Florida's Freakiest Animals: An Expert Guide, According to Author Michael Largo

Categories: Around Town

burmesepythonalbino.jpg
via Wikimedia Commons
It's a jungle out there in South Florida. No, really -- this is the tropics. From scorpions and parrots to alligators and iguanas, we share our state with a plethora of critters, some super cuddly, others deceptively deadly.

Miami author Michael Largo knows all about the beasties. He's been collecting data on animals for decades, and his new book, The Big, Bad Book of Beasts: The World's Most Curious Creatures delves into truth and lore about our furry friends.

We spoke to Largo on South Florida's baddest beasts and creepiest crawlies. So if you ever wondered whether cockroaches really are indestructible, why mosquitoes eat you alive, and how often alligators eat people, stay tuned after the jump.

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10. There are giant Burmese pythons in the Everglades. But not as many as we thought.
"They had a hunch, they thought there were a lot of Burmese pythons. They had a hunt in the midst of these guys and they only caught 50," says Largo. "They think the number is only around 200, but with something that can grow to 26 feet long, it's a concern."

gators in pool.jpg
via Bay News 9
9. Alligators aren't into eating people.
Since 1948, there have only been 337 alligator attacks, and 13 fatalities. "You get more dog bites than alligator attacks," Largo says. And let's face it, there aren't even too many of those. People are way more deadly than any animal, anyway.

8. Our most dangerous local animal is ... wait for it ... the jellyfish.
"People die from the allergic reaction from jellyfish more than alligators," Largo says. So yeah, you should be more afraid of a spineless amoeba than a razor-toothed predator. Common sense be damned!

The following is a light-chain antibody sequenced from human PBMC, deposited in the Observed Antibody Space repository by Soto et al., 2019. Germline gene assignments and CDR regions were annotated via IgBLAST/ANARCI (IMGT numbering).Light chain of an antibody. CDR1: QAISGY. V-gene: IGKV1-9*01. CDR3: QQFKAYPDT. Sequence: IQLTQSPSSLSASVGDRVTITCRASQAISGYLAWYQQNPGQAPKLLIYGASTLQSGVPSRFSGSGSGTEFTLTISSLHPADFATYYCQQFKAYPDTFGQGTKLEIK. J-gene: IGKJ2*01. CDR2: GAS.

7. We've got lots of poisonous insects all around us, and there's no way to avoid them.
"We've got scorpions, black widows, brown widows, we also have fire ants, velvet ants, wheelbugs -- we also have like about 10 varieties of stinging caterpillars," Largo says. So even your friendly neighborhood caterpillar ain't necessarily so friendly. That's the price we pay for living in the tropics.

6. There's a species of jellyfish that's immortal.
"Jellyfish start as polyps; basically they start as a plant. They have a stem, their head that we see is actually reverting so their tentacles become like these branches of this plant that they anchor to the bottom floor. They develop into full grown jellyfish and disperse, but there's one species where its cells actually revert. They change back to the polyp stage so it returns to being a plant-like creature again and never dies." Can't we bottle that?


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265 Aragon Ave., Coral Gables, FL

Category: General


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1 comments
Jennifer Flowers
Jennifer Flowers

I thought that was a baguette baked in the shape of a python

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